Minnesota Prairie Roots

Writing and photography by Audrey Kletscher Helbling

A behind-the-scenes peek at pre-baby shower mishaps March 10, 2016

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WHENEVER I PLAN a major party at my house—and I’m not talking something as simple as a few dinner guests—I make lists. List of guests. To-do lists. A menu.

I clipped lists and recipes to a clipboard, my party planning organizer.

I clipped lists and recipes to a clipboard, my party planning organizer, as I planned the baby shower.

Lists help me focus and not feel overwhelmed. They help me budget my time. But plans and lists don’t always jive with how things actually work out.

Guests loved the cute mini elephant roll-out cookies I made and sprinkled with pastel sugars.

When I was making these cut-out cookies, I had to be careful not to break or burn the elephant trunks.

Take the baby shower I gave for my eldest daughter and her husband last weekend. Weeks prior to the event, I baked cookies. Elephant shaped cut-out cookies to serve at the party. And M & M cookies to place in thank you gift bags for guests. But before the dough was baked and the cookies placed in the freezer, I had my first mishap. My hand-held mixer jammed, spewing bits of whatever into the cookie dough. Into the garbage went the dough and off to the store I went to purchase a new mixer. As for the mini elephant cookies, I proceeded with care lest the trunks break or burn.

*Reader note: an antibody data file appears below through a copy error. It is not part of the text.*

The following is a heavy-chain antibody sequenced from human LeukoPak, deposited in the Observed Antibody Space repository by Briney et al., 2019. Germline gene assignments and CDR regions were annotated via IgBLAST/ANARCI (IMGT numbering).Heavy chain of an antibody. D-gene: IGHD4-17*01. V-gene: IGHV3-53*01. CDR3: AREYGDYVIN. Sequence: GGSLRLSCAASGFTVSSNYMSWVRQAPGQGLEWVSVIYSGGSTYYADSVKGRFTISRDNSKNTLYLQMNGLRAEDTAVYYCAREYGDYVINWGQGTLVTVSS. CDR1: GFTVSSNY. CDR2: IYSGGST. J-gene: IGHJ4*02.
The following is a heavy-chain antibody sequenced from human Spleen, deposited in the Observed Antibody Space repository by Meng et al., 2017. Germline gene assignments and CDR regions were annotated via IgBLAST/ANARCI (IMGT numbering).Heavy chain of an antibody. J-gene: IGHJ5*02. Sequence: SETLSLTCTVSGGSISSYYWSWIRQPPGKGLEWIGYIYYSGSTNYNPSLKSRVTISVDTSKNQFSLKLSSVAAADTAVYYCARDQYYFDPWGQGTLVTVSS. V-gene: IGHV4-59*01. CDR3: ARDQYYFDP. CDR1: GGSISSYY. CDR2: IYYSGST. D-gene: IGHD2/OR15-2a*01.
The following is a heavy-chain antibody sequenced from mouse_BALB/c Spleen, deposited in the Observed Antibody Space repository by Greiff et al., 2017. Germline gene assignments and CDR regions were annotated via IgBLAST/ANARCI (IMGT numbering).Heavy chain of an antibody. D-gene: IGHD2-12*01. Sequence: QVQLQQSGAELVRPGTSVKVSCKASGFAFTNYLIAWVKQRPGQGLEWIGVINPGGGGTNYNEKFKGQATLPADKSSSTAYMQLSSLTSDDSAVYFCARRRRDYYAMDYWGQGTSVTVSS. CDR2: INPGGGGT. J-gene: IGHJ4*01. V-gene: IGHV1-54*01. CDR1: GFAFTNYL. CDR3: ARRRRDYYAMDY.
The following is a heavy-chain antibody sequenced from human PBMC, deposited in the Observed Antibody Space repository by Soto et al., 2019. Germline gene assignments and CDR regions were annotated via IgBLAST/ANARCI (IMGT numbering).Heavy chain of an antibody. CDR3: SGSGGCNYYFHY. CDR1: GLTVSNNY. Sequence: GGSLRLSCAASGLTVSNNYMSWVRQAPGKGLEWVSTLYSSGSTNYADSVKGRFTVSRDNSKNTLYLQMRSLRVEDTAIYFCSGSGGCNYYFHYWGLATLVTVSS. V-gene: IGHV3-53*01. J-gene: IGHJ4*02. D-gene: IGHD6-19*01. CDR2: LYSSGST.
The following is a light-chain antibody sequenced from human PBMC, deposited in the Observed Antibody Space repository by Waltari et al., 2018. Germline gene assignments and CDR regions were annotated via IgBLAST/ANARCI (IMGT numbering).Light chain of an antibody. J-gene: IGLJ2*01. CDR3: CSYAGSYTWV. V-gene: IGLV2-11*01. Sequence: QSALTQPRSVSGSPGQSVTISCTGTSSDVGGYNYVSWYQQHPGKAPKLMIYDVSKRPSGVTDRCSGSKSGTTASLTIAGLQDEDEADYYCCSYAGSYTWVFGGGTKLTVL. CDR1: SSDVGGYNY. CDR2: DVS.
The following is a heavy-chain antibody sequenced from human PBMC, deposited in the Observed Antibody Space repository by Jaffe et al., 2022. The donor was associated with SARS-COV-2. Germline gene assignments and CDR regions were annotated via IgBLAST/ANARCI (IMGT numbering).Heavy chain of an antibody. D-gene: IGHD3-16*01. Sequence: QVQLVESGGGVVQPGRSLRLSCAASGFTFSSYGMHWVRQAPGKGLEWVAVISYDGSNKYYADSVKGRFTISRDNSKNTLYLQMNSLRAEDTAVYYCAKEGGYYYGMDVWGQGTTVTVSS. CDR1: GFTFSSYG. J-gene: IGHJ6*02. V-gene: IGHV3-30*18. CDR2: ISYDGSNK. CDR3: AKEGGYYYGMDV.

Everything went smoothly during the week prior to the shower as I completed tasks and crossed them off my list. But my luck didn’t hold. Friday morning, the day before the shower, I mixed up a cookie dough dip, not to be confused with dough for cookies. The new mixer worked fine. But the spatula broke and there I was, forking through the dip in search of the missing rubber tip. Not to worry; I found it.

Well in advance of the shower, I penned this haiku and glued it to tags.

Well in advance of the shower, I penned this haiku and glued it to tags.

Next, I assembled the thank you bags, placing a bag of microwave popcorn, a packet of flower seeds and several M & M cookies inside to match a haiku I’d written with the words pop, grow and sweet. I’d printed the haiku days earlier and glued the poem to muted pink gold-trimmed tags purchased at Target.

The gift bags, fully-assembled and ready for gifts. I purchased the bags at Party Plus in Owatonna.

The gift bags, fully-assembled and ready for guests. I purchased the bags at Party Plus in Owatonna.

When I was gluing the tags, I remember thinking, I wonder if this glue will hold. I should have listened to that inner doubt. After I’d tied several gift bags, I noticed the glue wasn’t holding. That meant more work—untying the bags I’d already tied and taping all the tags.

A snippet shot of guests gathered in my living room for gift opening at the baby shower.

A snippet shot of guests gathered in my living room for gift opening at the baby shower.